The single-player game consists of a series of multi-part missions that are almost all of the go to point X and kill creature Y variety. The enemies stick to a few incredibly unintelligent behavioral patterns, and it becomes easy to predict these patterns and blast your way through the game. In fact, the single-player game is so anemic that few people will play through to the end, and it's highly doubtful anyone would embark on the journey a second time.
Never the less, people play Quake II for the multiplayer game, and there is little doubt about its longevity. Level design is one of the key issues that makes or breaks multiplayer games, and it is here that id's masterpiece overshadows all of its competition. From cold iron warehouses, filled with traps and other goodies, to wide-open killing fields, special attention has been paid to sniper areas, multiple spawn points, and multiple approach areas that all but eliminate safe camping.
And while id reneged on its promise to offer Capture the Flag and Team Frag out of the box, both scenarios are available through patches on id's web site and add legs to an already sensational product. Furthermore, the ability to import skins you have created and customize your character through a number of third party mods makes for some much-needed variety in deathmatching.
To fully appreciate all the graphic splendor of the game, you'll need one of the supported 3D accelerators (3dfx, PowerVR, Verite, or a card with full OpenGL support). Where the 3dfx-accelerated GLQuake offered gamers better framerates at higher resolutions, there weren't that many noticeable graphic differences to set it apart from its software-only counterpart. This is not the case with Quake II. With one of the supported accelerator cards, you'll enjoy a dazzling mix of colored lighting and transparency effects that transform dreary gray military complexes into eerie, otherworldly outposts. The effect is so impressive that there are times when players using software-only Quake II will miss out on much of the creepy atmosphere.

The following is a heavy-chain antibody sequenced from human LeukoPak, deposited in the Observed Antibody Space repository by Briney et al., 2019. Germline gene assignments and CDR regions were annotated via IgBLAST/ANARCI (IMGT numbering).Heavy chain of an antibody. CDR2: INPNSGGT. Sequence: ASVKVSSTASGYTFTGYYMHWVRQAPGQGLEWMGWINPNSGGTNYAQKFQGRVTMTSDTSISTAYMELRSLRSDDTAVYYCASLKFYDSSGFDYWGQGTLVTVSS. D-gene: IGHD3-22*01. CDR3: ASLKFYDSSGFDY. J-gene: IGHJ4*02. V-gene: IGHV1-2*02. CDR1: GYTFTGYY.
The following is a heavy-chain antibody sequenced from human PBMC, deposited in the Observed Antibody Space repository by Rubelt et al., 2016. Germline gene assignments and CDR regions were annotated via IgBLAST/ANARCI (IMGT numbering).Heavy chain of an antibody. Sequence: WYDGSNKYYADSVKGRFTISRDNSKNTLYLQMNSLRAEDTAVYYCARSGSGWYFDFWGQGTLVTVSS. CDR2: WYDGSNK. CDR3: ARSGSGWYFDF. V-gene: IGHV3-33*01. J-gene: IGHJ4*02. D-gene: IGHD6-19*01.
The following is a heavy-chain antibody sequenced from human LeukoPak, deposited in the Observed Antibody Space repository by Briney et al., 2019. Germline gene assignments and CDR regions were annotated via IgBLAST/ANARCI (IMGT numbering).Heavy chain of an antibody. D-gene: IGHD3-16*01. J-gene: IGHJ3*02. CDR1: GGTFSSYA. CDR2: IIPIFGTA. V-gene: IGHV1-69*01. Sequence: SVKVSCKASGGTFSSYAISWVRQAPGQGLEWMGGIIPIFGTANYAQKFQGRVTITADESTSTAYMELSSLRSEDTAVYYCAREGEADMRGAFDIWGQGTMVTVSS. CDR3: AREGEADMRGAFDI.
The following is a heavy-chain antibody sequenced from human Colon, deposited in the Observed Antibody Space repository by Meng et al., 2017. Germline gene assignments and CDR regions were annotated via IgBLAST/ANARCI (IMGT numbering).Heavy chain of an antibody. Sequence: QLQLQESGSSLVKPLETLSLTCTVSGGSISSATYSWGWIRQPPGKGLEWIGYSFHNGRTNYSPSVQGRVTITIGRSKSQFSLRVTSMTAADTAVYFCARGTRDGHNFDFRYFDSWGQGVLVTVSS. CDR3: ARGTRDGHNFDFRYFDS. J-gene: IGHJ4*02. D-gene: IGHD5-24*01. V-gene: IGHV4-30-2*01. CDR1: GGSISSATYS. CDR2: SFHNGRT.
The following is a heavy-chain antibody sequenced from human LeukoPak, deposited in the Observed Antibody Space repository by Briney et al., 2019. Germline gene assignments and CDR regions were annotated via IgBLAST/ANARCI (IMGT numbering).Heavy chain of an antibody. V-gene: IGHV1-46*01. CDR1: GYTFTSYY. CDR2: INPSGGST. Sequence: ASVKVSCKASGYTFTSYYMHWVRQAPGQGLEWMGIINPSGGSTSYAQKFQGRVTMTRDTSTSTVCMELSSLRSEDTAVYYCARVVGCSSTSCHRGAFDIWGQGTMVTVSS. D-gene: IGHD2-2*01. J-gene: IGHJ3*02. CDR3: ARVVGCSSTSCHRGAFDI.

Unfortunately, the game is not without its problems. Almost immediately after Quake II shipped, there was a patch to fix a problem in multiplayer games, and at press time there had been more than 10 patches to address additional issues. Even with the patches, it seems that not all of Quake II's problems have been solved. During multiplayer games, it's possible to get stuck momentarily when passing too close to a wall (an all-too-common problem that has become known as "sticky wall syndrome"), and on many occasions, it's possible to get killed before you've even entered a game.
Those nagging problems aside, when you add all of the improvements to id's trademark brand of kill-or-be-killed carnage, Quake II is easily the most bulletproof action game to come along in quite a while. Even in jaded gamer terms, Quake II is swinging some pretty big lumber.